Instagram touches many different parts of people’s lives. Where do you think it’s had the biggest impact?

I think it probably varies a lot by country. Over two billion people use Instagram all over the world. I think some of the biggest impacts that we have seen are – certainly for people who are interested in new or different or niche things – [that] it’s a way to find other people that are like minded and share those similar passions. That can be really meaningful, particularly if you don’t have access based on where you are in the world. For a lot of small businesses and for creators we’ve been an important way to your business, or to help you make a living, that can have a really meaningful impact. And, for a lot of people, it’s just about sparking a little bit of joy, maybe while you’re waiting in line for the bus or the tube. I think that’s important, too, but it’s not important in that moment necessarily, it’s more about how many people you can bring just a little bit of positivity.

Creators are often brands in of themselves. How does Instagram differentiate between brands and creators?

We think of creators as individuals who produce original content and have some sort of business intent; they’re trying to accomplish something professional, and that could be making a living or it could be that you’re an activist and you’re evangelising a cause. If you have a purpose where it’s part of your job to use Instagram, and you produce original content, and you’re an individual, then you’re a creator. A brand would be a company. You know, Instagram is a brand so the @instagram account is not a creator account, the same way a hardware store would be a business or a brand as opposed to a creator account.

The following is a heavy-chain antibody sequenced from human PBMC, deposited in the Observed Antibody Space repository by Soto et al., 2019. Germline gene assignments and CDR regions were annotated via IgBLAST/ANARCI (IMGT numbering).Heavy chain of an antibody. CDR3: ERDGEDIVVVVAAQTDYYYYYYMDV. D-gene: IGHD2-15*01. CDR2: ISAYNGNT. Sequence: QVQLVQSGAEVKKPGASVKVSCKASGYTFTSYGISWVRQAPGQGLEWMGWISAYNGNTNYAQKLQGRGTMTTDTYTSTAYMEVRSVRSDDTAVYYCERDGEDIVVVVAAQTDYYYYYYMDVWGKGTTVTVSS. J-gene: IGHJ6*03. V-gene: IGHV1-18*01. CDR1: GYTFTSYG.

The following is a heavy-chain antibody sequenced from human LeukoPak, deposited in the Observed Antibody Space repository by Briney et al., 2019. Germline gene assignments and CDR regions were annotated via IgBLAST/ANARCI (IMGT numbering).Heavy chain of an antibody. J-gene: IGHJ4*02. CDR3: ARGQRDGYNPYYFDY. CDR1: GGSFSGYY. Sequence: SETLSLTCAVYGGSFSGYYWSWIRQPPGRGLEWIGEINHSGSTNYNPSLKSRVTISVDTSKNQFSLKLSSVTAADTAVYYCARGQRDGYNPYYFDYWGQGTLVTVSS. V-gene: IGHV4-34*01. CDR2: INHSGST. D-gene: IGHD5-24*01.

Does Instagram prioritize one over the other?

Not directly, no. Generally, though, we see that creators tend to do better in terms of how much or how interesting people find their content. We think that’s because people are more and more interested in seeing the world through the eyes of other individuals. In a world where we’re inundated with more and more produced content, people kind of want a little bit more of a behind the scenes view; people are now, in some ways, more interested in players than teams, journalists than publications, and musicians than labels. We think that’s why the content tends to do well, but we don’t boost creator content. We do though – when we build features – think about creators first. So when we build our creative tools or insights tools, we build them with creators in mind, as opposed to large companies.

What dictates your priorities when it comes to innovation at Instagram?

The key thing is to stay true to our identity around creativity and connection, but to continue to evolve. We think that the biggest risk that a platform like ours faces is that the world changes quickly and if we don’t keep up we’ll just become irrelevant as the competition invariably continues to heat up. And so when we think about what to focus our time on, we try to think about how is the world changing, and what more can we do to help people connect with friends over their interests in this changing world. If people are changing how they communicate, how they share, how they entertain themselves, we need to keep up with that. But stay true to that core identity.

What is the secret to success on Instagram?